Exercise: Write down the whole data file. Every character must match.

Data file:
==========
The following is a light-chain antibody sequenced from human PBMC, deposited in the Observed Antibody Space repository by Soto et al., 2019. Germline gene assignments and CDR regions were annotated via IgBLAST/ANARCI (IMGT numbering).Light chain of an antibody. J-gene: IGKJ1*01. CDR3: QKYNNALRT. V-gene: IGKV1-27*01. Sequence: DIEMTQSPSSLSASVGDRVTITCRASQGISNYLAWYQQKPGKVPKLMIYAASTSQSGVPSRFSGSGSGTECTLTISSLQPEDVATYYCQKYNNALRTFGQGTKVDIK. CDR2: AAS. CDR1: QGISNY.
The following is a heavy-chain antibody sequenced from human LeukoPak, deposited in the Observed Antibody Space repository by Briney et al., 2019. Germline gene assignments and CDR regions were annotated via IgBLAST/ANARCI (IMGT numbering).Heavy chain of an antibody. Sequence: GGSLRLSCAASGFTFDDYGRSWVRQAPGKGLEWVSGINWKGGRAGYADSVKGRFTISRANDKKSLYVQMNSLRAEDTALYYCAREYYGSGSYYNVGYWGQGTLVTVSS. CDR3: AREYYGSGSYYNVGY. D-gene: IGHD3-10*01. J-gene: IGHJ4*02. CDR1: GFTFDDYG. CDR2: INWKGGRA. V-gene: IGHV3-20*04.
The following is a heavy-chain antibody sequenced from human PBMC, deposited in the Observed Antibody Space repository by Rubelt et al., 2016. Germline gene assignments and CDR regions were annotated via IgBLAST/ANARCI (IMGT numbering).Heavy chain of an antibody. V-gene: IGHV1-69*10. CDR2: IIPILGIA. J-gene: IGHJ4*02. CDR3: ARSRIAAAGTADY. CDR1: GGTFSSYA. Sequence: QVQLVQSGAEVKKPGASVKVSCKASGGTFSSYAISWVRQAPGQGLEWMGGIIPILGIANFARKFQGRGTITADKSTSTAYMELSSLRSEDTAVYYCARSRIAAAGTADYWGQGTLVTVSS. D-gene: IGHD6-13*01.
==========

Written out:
The following is a light-chain antibody sequenced from human PBMC, deposited in the Observed Antibody Space repository by Soto et al., 2019. Germline gene assignments and CDR regions were annotated via IgBLAST/ANARCI (IMGT numbering).Light chain of an antibody. J-gene: IGKJ1*01. CDR3: QKYNNALRT. V-gene: IGKV1-27*01. Sequence: DIEMTQSPSSLSASVGDRVTITCRASQGISNYLAWYQQKPGKVPKLMIYAASTSQSGVPSRFSGSGSGTECTLTISSLQPEDVATYYCQKYNNALRTFGQGTKVDIK. CDR2: AAS. CDR1: QGISNY.
The following is a heavy-chain antibody sequenced from human LeukoPak, deposited in the Observed Antibody Space repository by Briney et al., 2019. Germline gene assignments and CDR regions were annotated via IgBLAST/ANARCI (IMGT numbering).Heavy chain of an antibody. Sequence: GGSLRLSCAASGFTFDDYGRSWVRQAPGKGLEWVSGINWKGGRAGYADSVKGRFTISRANDKKSLYVQMNSLRAEDTALYYCAREYYGSGSYYNVGYWGQGTLVTVSS. CDR3: AREYYGSGSYYNVGY. D-gene: IGHD3-10*01. J-gene: IGHJ4*02. CDR1: GFTFDDYG. CDR2: INWKGGRA. V-gene: IGHV3-20*04.
The following is a heavy-chain antibody sequenced from human PBMC, deposited in the Observed Antibody Space repository by Rubelt et al., 2016. Germline gene assignments and CDR regions were annotated via IgBLAST/ANARCI (IMGT numbering).Heavy chain of an antibody. V-gene: IGHV1-69*10. CDR2: IIPILGIA. J-gene: IGHJ4*02. CDR3: ARSRIAAAGTADY. CDR1: GGTFSSYA. Sequence: QVQLVQSGAEVKKPGASVKVSCKASGGTFSSYAISWVRQAPGQGLEWMGGIIPILGIANFARKFQGRGTITADKSTSTAYMELSSLRSEDTAVYYCARSRIAAAGTADYWGQGTLVTVSS. D-gene: IGHD6-13*01.